Child psychiatrist Perihan Esra Guvenek-Cokol, MD, an expert in psychotic disorders, doesn’t dispute their seriousness. But she knows that with the right care, people with these diagnoses can go on to live happy, fulfilling lives.
“As with many illnesses, the earlier we intervene, the better the prognosis, and it’s so true with psychotic disorders,” said Guvenek-Cokol. “Our greatest efforts should be applied to prevention and early intervention—giving young people the tools and skills to be empowered to manage whatever comes their way.”
Early intervention is the founding principle of the one-year-old Support, Treatment, and Resilience (STAR) Program, which delivers top-quality outpatient care to young people ages 14-25 who are at risk of developing psychotic illnesses.
Patients with full-blown versions of these disorders experience disruptions in their thoughts and perceptions, making it difficult to judge what is real and what isn’t. Some may suffer from hallucinations—seeing, hearing, or even smelling things that don’t exist. Psychotic symptoms often begin between ages 18-20, although some people experience them later. About one in 100 people suffers from a psychotic disorder.
Donor support has been critical to STAR, as a novel clinical program with limited reimbursable services. Nicholas Zeppos, McLean trustee and chancellor emeritus at Vanderbilt University, seeded the new clinic with a philanthropic gift in 2019 because he found its goals so compelling.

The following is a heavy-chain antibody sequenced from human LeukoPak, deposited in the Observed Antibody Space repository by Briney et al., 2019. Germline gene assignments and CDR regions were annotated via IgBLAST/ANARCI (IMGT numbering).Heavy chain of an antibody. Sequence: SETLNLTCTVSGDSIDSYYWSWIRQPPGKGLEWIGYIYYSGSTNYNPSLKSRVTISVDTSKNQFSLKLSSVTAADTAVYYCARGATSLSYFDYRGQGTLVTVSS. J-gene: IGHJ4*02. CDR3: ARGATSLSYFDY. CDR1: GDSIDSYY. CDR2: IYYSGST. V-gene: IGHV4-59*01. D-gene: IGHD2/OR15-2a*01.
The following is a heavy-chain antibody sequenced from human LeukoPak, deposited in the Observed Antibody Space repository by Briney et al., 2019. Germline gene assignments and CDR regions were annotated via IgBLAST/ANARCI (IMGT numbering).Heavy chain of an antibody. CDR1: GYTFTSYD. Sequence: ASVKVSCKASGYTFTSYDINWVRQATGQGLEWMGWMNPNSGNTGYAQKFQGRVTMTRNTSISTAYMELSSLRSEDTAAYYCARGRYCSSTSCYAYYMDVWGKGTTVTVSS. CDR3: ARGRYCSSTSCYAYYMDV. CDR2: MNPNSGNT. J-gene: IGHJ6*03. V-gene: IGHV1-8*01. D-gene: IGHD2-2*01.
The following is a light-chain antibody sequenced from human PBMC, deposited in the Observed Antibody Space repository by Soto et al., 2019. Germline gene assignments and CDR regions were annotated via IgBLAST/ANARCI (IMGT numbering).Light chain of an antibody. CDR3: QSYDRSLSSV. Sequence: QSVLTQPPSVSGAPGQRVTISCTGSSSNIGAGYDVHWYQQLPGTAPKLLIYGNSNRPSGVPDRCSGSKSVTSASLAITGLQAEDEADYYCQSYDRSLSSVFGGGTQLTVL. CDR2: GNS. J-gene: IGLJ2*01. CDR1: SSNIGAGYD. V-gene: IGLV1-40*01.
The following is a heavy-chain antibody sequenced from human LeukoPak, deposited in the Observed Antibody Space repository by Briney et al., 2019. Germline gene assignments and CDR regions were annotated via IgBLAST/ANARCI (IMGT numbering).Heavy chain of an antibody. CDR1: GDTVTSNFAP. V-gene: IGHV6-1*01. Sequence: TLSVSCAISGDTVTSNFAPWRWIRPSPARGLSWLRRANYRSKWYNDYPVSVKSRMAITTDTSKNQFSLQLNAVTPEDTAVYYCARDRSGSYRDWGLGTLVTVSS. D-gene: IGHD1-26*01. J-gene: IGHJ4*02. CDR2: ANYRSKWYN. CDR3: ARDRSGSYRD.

“A program like STAR can make a tremendous difference in the trajectory of a young person’s life at a critical time in their development.”
– Nicholas Zeppos, STAR donor and McLean trustee
“As someone who spent a good portion of his career working with college students, I have seen how devastating psychiatric illnesses can be,” he said. “A program like STAR can make a tremendous difference in the trajectory of a young person’s life at a critical time in their development.”
A 2020 gift from the Gildea-O’Keefe Family Foundation, a longtime supporter of the hospital, fortified the program further. “Between the pandemic and the social and political upheaval, it’s an especially fraught time for many of us, and the stressors are exacerbated,” said foundation Trustee Ann O’Keefe. “Supporting mental health causes, especially ones like STAR that are trying to intervene earlier in a disease’s trajectory, is more important than ever.”
The adolescents who are treated through STAR often have symptoms that may seem like depression or anxiety—a loss of interest in things that once gave them pleasure, neglect of personal hygiene, trouble concentrating. But layered on top of those changes are symptoms that point to possible psychosis down the line.
“They may hear their name called when it hasn’t been, see shadows out of the corner of their eye, become more preoccupied with religion, or begin mistrusting people,” explained Guvenek-Cokol. “Sometimes they’re just feeling something odd that they may not be able to articulate.”
The STAR Treatment
Patients treated through STAR see therapist Sarah Burke, LICSW, who is also the program director, at least weekly. The sessions are tailored to the young person’s specific symptoms, and Burke may incorporate tools such as cognitive behavior therapy, dialectical behavior therapy, behavioral activation, and motivational interviewing—all commonly used with other psychiatric illnesses.
“Our program puts a lot of emphasis on building skills, resilience, and routine. Good sleep, hygiene, eating well, and abstaining from substances—marijuana, most commonly—is key,” explained Burke.
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